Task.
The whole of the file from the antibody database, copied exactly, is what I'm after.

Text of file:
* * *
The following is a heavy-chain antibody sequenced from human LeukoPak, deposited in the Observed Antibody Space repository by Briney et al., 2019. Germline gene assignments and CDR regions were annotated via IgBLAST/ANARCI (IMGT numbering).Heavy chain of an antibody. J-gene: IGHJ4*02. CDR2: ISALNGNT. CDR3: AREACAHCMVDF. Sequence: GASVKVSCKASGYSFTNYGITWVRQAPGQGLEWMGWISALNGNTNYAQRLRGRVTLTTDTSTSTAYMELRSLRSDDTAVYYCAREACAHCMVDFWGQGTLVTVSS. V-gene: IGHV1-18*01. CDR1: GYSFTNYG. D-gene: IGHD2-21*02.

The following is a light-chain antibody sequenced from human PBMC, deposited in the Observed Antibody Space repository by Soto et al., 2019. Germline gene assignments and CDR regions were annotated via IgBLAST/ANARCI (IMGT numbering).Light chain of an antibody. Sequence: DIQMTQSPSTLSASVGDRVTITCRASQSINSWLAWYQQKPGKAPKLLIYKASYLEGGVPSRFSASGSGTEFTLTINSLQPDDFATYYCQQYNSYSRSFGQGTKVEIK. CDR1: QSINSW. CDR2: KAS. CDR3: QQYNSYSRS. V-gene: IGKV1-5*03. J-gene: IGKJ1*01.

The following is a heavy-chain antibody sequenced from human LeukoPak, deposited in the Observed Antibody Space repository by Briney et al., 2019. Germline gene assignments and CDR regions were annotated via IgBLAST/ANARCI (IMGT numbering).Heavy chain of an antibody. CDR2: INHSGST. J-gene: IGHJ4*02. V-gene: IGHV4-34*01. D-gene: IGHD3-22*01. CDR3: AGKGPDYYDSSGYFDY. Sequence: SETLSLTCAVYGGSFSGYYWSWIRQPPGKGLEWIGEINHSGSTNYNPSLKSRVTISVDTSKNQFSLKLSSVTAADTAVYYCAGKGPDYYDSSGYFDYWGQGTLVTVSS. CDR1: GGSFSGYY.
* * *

The following is a heavy-chain antibody sequenced from human LeukoPak, deposited in the Observed Antibody Space repository by Briney et al., 2019. Germline gene assignments and CDR regions were annotated via IgBLAST/ANARCI (IMGT numbering).Heavy chain of an antibody. J-gene: IGHJ4*02. CDR2: ISALNGNT. CDR3: AREACAHCMVDF. Sequence: GASVKVSCKASGYSFTNYGITWVRQAPGQGLEWMGWISALNGNTNYAQRLRGRVTLTTDTSTSTAYMELRSLRSDDTAVYYCAREACAHCMVDFWGQGTLVTVSS. V-gene: IGHV1-18*01. CDR1: GYSFTNYG. D-gene: IGHD2-21*02.

The following is a light-chain antibody sequenced from human PBMC, deposited in the Observed Antibody Space repository by Soto et al., 2019. Germline gene assignments and CDR regions were annotated via IgBLAST/ANARCI (IMGT numbering).Light chain of an antibody. Sequence: DIQMTQSPSTLSASVGDRVTITCRASQSINSWLAWYQQKPGKAPKLLIYKASYLEGGVPSRFSASGSGTEFTLTINSLQPDDFATYYCQQYNSYSRSFGQGTKVEIK. CDR1: QSINSW. CDR2: KAS. CDR3: QQYNSYSRS. V-gene: IGKV1-5*03. J-gene: IGKJ1*01.

The following is a heavy-chain antibody sequenced from human LeukoPak, deposited in the Observed Antibody Space repository by Briney et al., 2019. Germline gene assignments and CDR regions were annotated via IgBLAST/ANARCI (IMGT numbering).Heavy chain of an antibody. CDR2: INHSGST. J-gene: IGHJ4*02. V-gene: IGHV4-34*01. D-gene: IGHD3-22*01. CDR3: AGKGPDYYDSSGYFDY. Sequence: SETLSLTCAVYGGSFSGYYWSWIRQPPGKGLEWIGEINHSGSTNYNPSLKSRVTISVDTSKNQFSLKLSSVTAADTAVYYCAGKGPDYYDSSGYFDYWGQGTLVTVSS. CDR1: GGSFSGYY.